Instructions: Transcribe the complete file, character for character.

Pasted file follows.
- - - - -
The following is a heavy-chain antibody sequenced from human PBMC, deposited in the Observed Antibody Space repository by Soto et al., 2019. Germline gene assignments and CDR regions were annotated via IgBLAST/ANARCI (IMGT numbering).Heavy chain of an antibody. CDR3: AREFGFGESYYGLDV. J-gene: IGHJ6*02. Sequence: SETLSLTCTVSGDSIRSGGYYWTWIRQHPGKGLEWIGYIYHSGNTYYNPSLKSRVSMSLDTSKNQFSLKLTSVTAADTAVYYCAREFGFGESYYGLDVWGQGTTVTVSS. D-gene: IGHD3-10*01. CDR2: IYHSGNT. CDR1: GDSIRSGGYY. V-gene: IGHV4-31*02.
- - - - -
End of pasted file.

The following is a heavy-chain antibody sequenced from human PBMC, deposited in the Observed Antibody Space repository by Soto et al., 2019. Germline gene assignments and CDR regions were annotated via IgBLAST/ANARCI (IMGT numbering).Heavy chain of an antibody. CDR3: AREFGFGESYYGLDV. J-gene: IGHJ6*02. Sequence: SETLSLTCTVSGDSIRSGGYYWTWIRQHPGKGLEWIGYIYHSGNTYYNPSLKSRVSMSLDTSKNQFSLKLTSVTAADTAVYYCAREFGFGESYYGLDVWGQGTTVTVSS. D-gene: IGHD3-10*01. CDR2: IYHSGNT. CDR1: GDSIRSGGYY. V-gene: IGHV4-31*02.